Honey is probably the most obvious product of beekeeping. The bees make it by collecting nectar from flowering plants, which they treat with enzymes to change the sugar content, and then fan with their wings to evapororate the water in the nectar until it is at around 15-18% water content. At this low level of water content, the honey will keep for a very long period of time, as any yeasts that come into contact with it will not be able to cause fermentation, and any bacteria that comes into contact with it will die. Once the honey is at the right water content, the bees seal it into beeswax cells so that it cannot absorb any water.
The types of plant that the bees collect nectar from have an effect on the flavour. In Derbyshire we do not have any large enough areas of single crops to produce single-plant honey from farmed plants. What we do have is large areas of heather moorland, so typically in Derbyshire you’ll be able to buy local honey that comes from a mix of flowering plants, or our speciality heather honey which has a unique taste and texture.
As well as the processed nectar, honey also contains several other things in trace amounts. These include tiny flakes of beeswax, pollen from the plants where the bees collected the nectar, and enzymes that the bees use to help with the conversion of sugars and preservation of the honey. Many people think that the pollen in locally produced honey can help you build up a resistance to local pollens, and hence help hayfever sufferers. The enzymes in the honey are believed to help with digestion, and their antibacterial properties are now being exploited in experiments to use honey as a wound dressing. Any flakes of beeswax in raw honey are quite edible, in fact some people like to buy their honey still in the wax honeycomb, and spead the wax and honey together on their toast.
Honey from small scale local beekeepers is processed quite gently, often just being cold filtered before bottling. Occaisionally, especially with honey from oilseed rape which granulates very quickly, honey will be warmed slightly in order to enable it to pass through the filter. As beekeepers we know that warming the honey too much can damage some of it’s good properties, so we try to do this as little as we can and with the minimum heat required.
All honey granulates eventually, as crystals of sugar begin to form and grow in the honey over time. Different nectars from different flowers produce honey that is either slower or faster to granulate. Slow granulating honey is sold as a liquid, and fast granulating honey is sold as set honey – that is the difference between the types of honey you’ll see in the shops. If you have bought some liquid honey that has granulated, you can return it to a liquid form by standing the jar in hand-hot warm water for a few hours.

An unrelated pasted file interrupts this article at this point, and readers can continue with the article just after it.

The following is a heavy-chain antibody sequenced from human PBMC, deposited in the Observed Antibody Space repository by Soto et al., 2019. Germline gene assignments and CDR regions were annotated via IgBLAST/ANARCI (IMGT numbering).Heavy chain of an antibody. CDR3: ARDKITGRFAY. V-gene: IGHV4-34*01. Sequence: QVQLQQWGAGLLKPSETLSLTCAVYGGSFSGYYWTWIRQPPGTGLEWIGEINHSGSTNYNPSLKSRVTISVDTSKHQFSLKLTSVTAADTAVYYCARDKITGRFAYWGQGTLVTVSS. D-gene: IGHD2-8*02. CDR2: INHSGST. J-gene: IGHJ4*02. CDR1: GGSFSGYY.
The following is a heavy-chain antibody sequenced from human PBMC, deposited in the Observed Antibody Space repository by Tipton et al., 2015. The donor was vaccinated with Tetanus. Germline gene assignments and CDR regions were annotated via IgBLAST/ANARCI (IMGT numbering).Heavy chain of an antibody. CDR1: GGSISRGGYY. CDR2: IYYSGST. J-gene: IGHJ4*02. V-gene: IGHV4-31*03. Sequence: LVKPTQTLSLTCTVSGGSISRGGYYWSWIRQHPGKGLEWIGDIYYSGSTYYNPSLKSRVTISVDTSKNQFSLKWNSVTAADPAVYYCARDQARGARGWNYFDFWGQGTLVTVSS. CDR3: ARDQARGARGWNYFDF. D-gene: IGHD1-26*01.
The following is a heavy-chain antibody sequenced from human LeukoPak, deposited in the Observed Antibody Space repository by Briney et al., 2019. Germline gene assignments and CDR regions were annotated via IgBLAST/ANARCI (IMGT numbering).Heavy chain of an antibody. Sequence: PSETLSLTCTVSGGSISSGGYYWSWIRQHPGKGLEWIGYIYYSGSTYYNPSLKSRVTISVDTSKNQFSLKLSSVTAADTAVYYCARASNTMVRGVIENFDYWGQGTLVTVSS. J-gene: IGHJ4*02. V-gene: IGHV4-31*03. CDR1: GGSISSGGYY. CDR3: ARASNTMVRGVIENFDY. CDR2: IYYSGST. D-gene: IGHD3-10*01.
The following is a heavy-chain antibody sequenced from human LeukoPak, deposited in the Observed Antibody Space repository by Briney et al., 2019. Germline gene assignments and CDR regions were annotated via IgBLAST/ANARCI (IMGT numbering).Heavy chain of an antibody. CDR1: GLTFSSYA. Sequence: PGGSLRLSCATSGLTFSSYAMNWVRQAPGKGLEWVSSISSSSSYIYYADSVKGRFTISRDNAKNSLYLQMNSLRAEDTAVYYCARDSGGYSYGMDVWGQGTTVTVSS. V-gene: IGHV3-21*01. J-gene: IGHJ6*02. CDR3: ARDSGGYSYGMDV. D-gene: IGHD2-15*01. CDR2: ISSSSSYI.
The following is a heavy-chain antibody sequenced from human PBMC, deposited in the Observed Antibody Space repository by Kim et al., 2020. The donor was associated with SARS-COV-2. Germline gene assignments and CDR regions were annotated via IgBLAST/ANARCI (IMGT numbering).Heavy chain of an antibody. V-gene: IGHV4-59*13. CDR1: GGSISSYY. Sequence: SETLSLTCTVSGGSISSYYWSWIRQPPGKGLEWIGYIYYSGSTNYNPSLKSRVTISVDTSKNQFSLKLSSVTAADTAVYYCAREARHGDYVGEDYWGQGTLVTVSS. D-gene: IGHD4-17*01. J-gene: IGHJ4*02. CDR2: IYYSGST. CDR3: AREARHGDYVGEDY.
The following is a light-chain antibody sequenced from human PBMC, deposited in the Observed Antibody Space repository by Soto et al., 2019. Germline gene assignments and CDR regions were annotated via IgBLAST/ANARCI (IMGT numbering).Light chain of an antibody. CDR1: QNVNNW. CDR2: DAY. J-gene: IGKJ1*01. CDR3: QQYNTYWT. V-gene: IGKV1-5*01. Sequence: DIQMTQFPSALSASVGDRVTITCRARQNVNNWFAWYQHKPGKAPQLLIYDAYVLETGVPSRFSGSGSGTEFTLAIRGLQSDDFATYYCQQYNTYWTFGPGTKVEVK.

Beeswax is the substance from which the bees build their nest. Worker bees exude the wax from glands along their abdomen, then collect it and use it to form comb – sheets of hexagonal shaped cells in which they rear brood, and store honey and pollen.
To keeps the colony healthy, beekeepers regularly remove older wax from the nest and encourage the bees to build new wax comb, so the wax that has been removed can be processed for sale. When honey is extracted, the cappings that the bees put on the honey cells are cut off, and these can also be processed for sale.
Wax that has been used for rearing brood is typically quite dirty and contaminated, so it is usually thrown away. Wax that has been used for storing honey is generally quite clean though, so this is melted down, filtered and is then ready for sale.
Beeswax can be used for several types of polishes, for making cosmetics and for making candles. It has a honey-like aroma, and is non-toxic.
Bees collect pollen from the flowers that they visit to use as a source of protein for rearing their brood. The pollen sticks to the bee’s body as they forage for nectar, and they periodically stop to clean the pollen from their body onto a single hair on their rear legs. You may sometimes see bees flying with large loads of pollen attached to their legs on the way back to the hive. Because different types of flowers have different colours of pollen, it is often possible to tell what kind of flowers a bee has been visiting by the colour of pollen she is carrying.
Pollen can be collected from bees by use of a pollen trap, a device with small combs that is fitted to the entrance of the hive. As the bees crawl over the trap, some of the pollen that they have collected is knocked off into a collector.
Pollen is a good source of protein, and is often eaten as a health supplement, for example as an addition to breakfast cereals.
Propolis, sometimes called bee glue is a sticky resinous substance that the bees collect from tree buds. The bees use it to seal up gaps in the hive in order to improve the strength and stability of the hive and to make sure that there are no alternative entrances that interlopers like wasps and other bees can use to sneak in and rob honey.
Propolis is collected by laying a mesh mat over the top of the hive, which the bees will then cover in propolis. The mat is then removed and frozen for a short period of time. When the propolis on the mat becomes cold, it is brittle enough to break and fall off the mat when it is flexed.
Propolis has antibiotic and antifungal properies, and for this reason is often sold as a traditional medicine. Tincture of propolis is thought to help with skin burns, sore throats, and other wounds.